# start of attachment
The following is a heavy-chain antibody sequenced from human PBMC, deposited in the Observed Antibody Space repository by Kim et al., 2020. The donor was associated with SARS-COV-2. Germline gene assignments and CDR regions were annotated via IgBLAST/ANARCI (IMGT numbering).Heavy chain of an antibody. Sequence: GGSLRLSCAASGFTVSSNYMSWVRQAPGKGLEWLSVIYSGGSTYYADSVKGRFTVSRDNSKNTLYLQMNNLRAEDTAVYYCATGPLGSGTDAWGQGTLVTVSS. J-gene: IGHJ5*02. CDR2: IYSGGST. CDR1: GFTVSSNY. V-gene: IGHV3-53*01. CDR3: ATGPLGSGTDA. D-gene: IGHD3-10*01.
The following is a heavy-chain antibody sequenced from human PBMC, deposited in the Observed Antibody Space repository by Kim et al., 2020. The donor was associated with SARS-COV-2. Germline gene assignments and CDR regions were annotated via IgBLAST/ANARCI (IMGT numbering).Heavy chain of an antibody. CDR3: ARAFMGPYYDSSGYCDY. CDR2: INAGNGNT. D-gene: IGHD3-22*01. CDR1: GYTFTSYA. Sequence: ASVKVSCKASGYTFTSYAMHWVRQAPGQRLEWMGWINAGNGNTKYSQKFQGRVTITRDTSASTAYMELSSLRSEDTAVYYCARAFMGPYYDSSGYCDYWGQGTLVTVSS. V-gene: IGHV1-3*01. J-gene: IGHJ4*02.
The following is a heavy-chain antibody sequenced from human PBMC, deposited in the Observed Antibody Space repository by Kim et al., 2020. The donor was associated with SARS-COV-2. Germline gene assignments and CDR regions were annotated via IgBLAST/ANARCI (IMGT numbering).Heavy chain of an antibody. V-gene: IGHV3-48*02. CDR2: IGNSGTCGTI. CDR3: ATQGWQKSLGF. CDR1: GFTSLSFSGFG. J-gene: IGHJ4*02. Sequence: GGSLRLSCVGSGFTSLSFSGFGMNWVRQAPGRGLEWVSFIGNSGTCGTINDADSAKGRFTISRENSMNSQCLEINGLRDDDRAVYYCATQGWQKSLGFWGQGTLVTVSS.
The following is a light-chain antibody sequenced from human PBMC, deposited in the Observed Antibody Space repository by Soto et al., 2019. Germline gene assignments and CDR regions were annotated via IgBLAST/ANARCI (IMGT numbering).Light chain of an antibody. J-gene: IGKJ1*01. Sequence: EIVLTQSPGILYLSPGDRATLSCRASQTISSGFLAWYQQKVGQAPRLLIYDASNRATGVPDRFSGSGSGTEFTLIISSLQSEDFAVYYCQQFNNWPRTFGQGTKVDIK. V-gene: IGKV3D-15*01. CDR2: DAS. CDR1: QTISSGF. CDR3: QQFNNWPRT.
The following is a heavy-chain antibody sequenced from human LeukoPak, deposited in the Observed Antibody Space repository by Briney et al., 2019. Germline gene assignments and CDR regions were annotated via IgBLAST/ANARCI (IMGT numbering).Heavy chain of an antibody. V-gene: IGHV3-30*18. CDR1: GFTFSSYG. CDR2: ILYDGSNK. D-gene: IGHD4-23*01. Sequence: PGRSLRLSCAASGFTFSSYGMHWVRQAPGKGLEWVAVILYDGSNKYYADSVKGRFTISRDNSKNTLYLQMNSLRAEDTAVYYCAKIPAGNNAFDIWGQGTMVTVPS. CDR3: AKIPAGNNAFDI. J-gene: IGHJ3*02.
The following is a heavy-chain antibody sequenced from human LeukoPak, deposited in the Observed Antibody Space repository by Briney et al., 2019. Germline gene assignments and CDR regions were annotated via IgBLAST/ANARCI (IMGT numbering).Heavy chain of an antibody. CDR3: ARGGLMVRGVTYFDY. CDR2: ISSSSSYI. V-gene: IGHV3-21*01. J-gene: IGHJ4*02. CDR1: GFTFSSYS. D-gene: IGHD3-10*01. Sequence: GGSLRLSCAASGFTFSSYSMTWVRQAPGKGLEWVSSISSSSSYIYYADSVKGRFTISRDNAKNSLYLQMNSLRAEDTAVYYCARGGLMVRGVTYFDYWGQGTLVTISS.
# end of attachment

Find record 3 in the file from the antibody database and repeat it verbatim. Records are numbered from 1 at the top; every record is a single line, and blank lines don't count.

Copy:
The following is a heavy-chain antibody sequenced from human PBMC, deposited in the Observed Antibody Space repository by Kim et al., 2020. The donor was associated with SARS-COV-2. Germline gene assignments and CDR regions were annotated via IgBLAST/ANARCI (IMGT numbering).Heavy chain of an antibody. V-gene: IGHV3-48*02. CDR2: IGNSGTCGTI. CDR3: ATQGWQKSLGF. CDR1: GFTSLSFSGFG. J-gene: IGHJ4*02. Sequence: GGSLRLSCVGSGFTSLSFSGFGMNWVRQAPGRGLEWVSFIGNSGTCGTINDADSAKGRFTISRENSMNSQCLEINGLRDDDRAVYYCATQGWQKSLGFWGQGTLVTVSS.